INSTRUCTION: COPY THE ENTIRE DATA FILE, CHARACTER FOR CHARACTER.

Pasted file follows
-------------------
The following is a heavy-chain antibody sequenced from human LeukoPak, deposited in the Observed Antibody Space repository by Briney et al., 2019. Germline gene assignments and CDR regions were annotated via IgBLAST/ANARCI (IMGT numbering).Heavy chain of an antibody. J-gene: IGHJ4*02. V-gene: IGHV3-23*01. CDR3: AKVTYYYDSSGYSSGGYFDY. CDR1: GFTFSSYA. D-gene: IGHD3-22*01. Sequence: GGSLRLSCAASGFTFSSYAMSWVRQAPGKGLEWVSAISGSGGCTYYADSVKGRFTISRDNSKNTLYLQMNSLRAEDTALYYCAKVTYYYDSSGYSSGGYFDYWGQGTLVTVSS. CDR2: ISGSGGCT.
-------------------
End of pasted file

The following is a heavy-chain antibody sequenced from human LeukoPak, deposited in the Observed Antibody Space repository by Briney et al., 2019. Germline gene assignments and CDR regions were annotated via IgBLAST/ANARCI (IMGT numbering).Heavy chain of an antibody. J-gene: IGHJ4*02. V-gene: IGHV3-23*01. CDR3: AKVTYYYDSSGYSSGGYFDY. CDR1: GFTFSSYA. D-gene: IGHD3-22*01. Sequence: GGSLRLSCAASGFTFSSYAMSWVRQAPGKGLEWVSAISGSGGCTYYADSVKGRFTISRDNSKNTLYLQMNSLRAEDTALYYCAKVTYYYDSSGYSSGGYFDYWGQGTLVTVSS. CDR2: ISGSGGCT.